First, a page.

Employment Advice Column: Phishing Alert: How to conduct a safe online job search?

Dear Joanna,

I have been applying for jobs online to work in a daycare. Recently I’ve been receiving these emails and texts asking me to click on a link in order to update by banking account. Having done the training with my Reena job coaches, I am very suspicious of such messages. I’d like to learn more about Phishing as these scammers are getting better all the time!

Signed: Phish out of Water

Dear POW

Cyber-criminals are on the rise! I consulted with Reena’s leading IT team who have helped me to respond to your inquiry. Let’s first define “Phishing”. These are scam emails, phone calls (“vishing”), social media, SMS messaging (“Smishing”) and apps. It is an attempt for a hacker to trick you into doing what they want – give out your personal information, share your passwords, as well as ask you to send money. Sometimes, these requests appear legitimate like an email from your friend. But it’s dangerous and a criminal activity! According to our IT Team as well as Palmer (2023)’s blog these are four out of several tips on how to spot a phishing attack even those that are specially crafted so the message looks real.

1. Poor spelling and grammar. Many of the less professional phishing operators still make basic errors in their messages. Official messages from any major organization are unlikely to contain bad spelling or grammar, and certainly not repeated instances throughout the body. A poorly written message should act as an immediate warning that the communication might not be legitimate. It’s common for attackers to use a service like Google Translate to translate the text from their own first language, but despite the popularity of these services, they still struggle to make messages sound natural.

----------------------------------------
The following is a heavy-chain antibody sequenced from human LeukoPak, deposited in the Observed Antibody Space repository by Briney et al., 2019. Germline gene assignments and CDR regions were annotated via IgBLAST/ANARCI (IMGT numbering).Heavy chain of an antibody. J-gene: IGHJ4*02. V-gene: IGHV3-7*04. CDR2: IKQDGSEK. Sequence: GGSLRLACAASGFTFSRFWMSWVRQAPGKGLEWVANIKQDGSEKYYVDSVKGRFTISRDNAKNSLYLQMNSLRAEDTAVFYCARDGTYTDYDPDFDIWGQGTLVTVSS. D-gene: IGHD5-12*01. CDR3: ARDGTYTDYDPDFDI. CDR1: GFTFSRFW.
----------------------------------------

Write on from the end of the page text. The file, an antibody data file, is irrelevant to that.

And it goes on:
2. An unusual URL/link/website. It’s very common for email phishing messages to coerce the victim into clicking through a link to a malicious or fake website. Many phishing attacks will contain what looks like an official-looking URL. However, it’s worth taking a second careful look. Don’t open or even click on a link unless you know who the sender is and have double, triple-checked to see if it reads as a standard link. Attackers will take a minor variation on a legitimate web address and hope the user doesn’t notice. If you are suspicious of a URL in an email, hover over it to examine the landing page address and, if it looks fake, don’t click on it. And check that it is the correct URL and not one that looks very similar but slightly different to one that you’d usually expect.

3. A strange or mismatched sender address. You receive a message that looks to be from an official company account. The sender address looks almost like the company! The message warns you that there’s been some strange activity using your account and urges you

to click the link provided to verify your login details and the actions that have taken place. In many instances, the phisher can’t fake a real address and just hopes that readers don’t check. Often the sender’s address will just be listed as a string of characters rather than as sent from an official source. Keep an eye on the sender’s address to ensure that the message is legitimately from who it says it is.

4. This message looks too strange or too good to be true. Congratulations! You’ve just won a free trip to Las Vegas – now just provide us with all of your personal information, including your bank details, to claim the prize. As is the case with many things in life, if it seems too good to be true, it probably is. In many cases, phishing emails with the aim of distributing malware will be sent in a blank message containing an attachment. Never clicking on mysterious, unsolicited attachments is a good rule to live by online. Even if the message is more detailed and looks as if it came from someone within your organization, if you think the message might not be legitimate, contact someone else in the company — over the phone or in person rather than over email if necessary — to ensure that they really did send it.

If you want more strategies to protect yourself against hackers and phishing attacks, there is lots of training online and always complete your privacy and security settings on your computers!